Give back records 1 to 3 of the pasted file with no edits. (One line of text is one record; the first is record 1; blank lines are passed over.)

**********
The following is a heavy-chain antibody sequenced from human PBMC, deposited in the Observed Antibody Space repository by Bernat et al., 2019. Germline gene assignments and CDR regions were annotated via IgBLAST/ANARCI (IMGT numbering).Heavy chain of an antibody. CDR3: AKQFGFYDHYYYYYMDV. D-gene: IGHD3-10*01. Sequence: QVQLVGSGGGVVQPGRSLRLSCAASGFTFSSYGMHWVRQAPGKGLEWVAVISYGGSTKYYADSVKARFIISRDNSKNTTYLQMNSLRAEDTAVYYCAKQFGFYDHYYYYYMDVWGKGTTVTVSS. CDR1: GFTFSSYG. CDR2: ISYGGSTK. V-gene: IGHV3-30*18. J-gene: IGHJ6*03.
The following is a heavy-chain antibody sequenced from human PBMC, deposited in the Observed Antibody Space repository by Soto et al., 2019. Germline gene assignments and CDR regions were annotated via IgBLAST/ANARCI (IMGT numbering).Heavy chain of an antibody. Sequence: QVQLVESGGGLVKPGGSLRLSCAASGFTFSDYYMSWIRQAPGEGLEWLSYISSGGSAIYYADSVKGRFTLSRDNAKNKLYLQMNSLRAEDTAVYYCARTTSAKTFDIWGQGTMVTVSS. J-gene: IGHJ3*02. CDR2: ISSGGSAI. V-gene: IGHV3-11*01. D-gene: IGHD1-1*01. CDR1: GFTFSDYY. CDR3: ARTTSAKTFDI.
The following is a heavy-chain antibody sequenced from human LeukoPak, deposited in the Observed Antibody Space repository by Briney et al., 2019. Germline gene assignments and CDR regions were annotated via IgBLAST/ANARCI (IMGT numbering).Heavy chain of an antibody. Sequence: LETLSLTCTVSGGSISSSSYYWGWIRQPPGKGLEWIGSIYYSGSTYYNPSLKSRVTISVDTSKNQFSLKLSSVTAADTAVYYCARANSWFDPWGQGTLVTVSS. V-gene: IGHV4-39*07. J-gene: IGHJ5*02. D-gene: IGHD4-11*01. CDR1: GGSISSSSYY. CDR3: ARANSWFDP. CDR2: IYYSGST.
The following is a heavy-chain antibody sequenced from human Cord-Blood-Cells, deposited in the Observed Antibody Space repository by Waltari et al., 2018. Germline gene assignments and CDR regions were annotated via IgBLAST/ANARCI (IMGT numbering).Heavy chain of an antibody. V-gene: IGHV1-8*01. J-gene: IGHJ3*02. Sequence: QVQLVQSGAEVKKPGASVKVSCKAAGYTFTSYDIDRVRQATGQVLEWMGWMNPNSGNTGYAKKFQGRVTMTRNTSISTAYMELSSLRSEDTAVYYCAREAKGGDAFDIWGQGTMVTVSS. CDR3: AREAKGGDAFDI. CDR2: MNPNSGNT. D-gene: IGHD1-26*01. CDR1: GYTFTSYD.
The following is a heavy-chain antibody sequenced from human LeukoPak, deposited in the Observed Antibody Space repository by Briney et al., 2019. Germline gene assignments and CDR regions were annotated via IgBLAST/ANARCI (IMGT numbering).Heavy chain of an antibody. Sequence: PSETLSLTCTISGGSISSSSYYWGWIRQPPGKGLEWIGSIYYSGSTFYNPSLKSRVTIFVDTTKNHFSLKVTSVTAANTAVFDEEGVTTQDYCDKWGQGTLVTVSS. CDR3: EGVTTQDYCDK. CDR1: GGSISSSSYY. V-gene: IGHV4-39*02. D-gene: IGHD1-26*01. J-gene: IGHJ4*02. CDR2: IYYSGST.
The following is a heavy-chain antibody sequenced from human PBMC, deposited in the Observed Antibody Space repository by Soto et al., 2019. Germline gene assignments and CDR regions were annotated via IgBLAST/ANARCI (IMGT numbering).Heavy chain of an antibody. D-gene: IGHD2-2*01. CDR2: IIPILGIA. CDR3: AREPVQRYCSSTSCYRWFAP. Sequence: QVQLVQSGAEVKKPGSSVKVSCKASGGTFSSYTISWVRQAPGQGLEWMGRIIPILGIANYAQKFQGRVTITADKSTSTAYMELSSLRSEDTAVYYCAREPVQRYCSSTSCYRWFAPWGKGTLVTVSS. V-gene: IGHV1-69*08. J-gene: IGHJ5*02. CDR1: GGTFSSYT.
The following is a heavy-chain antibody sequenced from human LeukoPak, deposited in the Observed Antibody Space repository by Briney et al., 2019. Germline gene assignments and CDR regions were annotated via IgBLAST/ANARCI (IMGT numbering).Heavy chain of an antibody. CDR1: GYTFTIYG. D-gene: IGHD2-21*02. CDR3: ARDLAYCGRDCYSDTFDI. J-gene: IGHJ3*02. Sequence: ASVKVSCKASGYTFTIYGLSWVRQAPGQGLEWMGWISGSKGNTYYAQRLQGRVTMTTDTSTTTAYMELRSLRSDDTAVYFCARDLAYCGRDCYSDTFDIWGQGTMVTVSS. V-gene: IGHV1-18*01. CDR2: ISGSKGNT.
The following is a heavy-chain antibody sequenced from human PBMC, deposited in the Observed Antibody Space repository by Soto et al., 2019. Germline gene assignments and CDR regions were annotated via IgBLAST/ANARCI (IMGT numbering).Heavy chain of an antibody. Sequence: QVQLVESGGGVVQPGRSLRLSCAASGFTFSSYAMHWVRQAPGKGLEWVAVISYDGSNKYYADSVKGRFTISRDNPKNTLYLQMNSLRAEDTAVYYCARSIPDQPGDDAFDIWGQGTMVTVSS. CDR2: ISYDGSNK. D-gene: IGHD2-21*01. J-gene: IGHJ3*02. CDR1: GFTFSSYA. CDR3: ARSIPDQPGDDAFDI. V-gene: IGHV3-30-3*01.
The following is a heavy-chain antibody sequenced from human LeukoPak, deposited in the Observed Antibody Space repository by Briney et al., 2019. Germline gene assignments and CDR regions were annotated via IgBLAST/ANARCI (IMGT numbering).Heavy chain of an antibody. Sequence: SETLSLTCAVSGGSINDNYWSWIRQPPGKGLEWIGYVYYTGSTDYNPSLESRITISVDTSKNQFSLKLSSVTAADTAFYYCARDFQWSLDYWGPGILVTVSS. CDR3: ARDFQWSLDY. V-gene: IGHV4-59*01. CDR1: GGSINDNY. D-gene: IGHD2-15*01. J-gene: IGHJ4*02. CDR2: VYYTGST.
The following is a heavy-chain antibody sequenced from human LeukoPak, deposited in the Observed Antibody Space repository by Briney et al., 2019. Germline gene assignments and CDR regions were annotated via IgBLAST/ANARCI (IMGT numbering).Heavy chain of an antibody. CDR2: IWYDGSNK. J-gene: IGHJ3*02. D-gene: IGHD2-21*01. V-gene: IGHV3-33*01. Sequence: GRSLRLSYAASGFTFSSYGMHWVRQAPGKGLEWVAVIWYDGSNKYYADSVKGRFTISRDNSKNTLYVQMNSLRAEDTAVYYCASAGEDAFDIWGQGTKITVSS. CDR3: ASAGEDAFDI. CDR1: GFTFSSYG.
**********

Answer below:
The following is a heavy-chain antibody sequenced from human PBMC, deposited in the Observed Antibody Space repository by Bernat et al., 2019. Germline gene assignments and CDR regions were annotated via IgBLAST/ANARCI (IMGT numbering).Heavy chain of an antibody. CDR3: AKQFGFYDHYYYYYMDV. D-gene: IGHD3-10*01. Sequence: QVQLVGSGGGVVQPGRSLRLSCAASGFTFSSYGMHWVRQAPGKGLEWVAVISYGGSTKYYADSVKARFIISRDNSKNTTYLQMNSLRAEDTAVYYCAKQFGFYDHYYYYYMDVWGKGTTVTVSS. CDR1: GFTFSSYG. CDR2: ISYGGSTK. V-gene: IGHV3-30*18. J-gene: IGHJ6*03.
The following is a heavy-chain antibody sequenced from human PBMC, deposited in the Observed Antibody Space repository by Soto et al., 2019. Germline gene assignments and CDR regions were annotated via IgBLAST/ANARCI (IMGT numbering).Heavy chain of an antibody. Sequence: QVQLVESGGGLVKPGGSLRLSCAASGFTFSDYYMSWIRQAPGEGLEWLSYISSGGSAIYYADSVKGRFTLSRDNAKNKLYLQMNSLRAEDTAVYYCARTTSAKTFDIWGQGTMVTVSS. J-gene: IGHJ3*02. CDR2: ISSGGSAI. V-gene: IGHV3-11*01. D-gene: IGHD1-1*01. CDR1: GFTFSDYY. CDR3: ARTTSAKTFDI.
The following is a heavy-chain antibody sequenced from human LeukoPak, deposited in the Observed Antibody Space repository by Briney et al., 2019. Germline gene assignments and CDR regions were annotated via IgBLAST/ANARCI (IMGT numbering).Heavy chain of an antibody. Sequence: LETLSLTCTVSGGSISSSSYYWGWIRQPPGKGLEWIGSIYYSGSTYYNPSLKSRVTISVDTSKNQFSLKLSSVTAADTAVYYCARANSWFDPWGQGTLVTVSS. V-gene: IGHV4-39*07. J-gene: IGHJ5*02. D-gene: IGHD4-11*01. CDR1: GGSISSSSYY. CDR3: ARANSWFDP. CDR2: IYYSGST.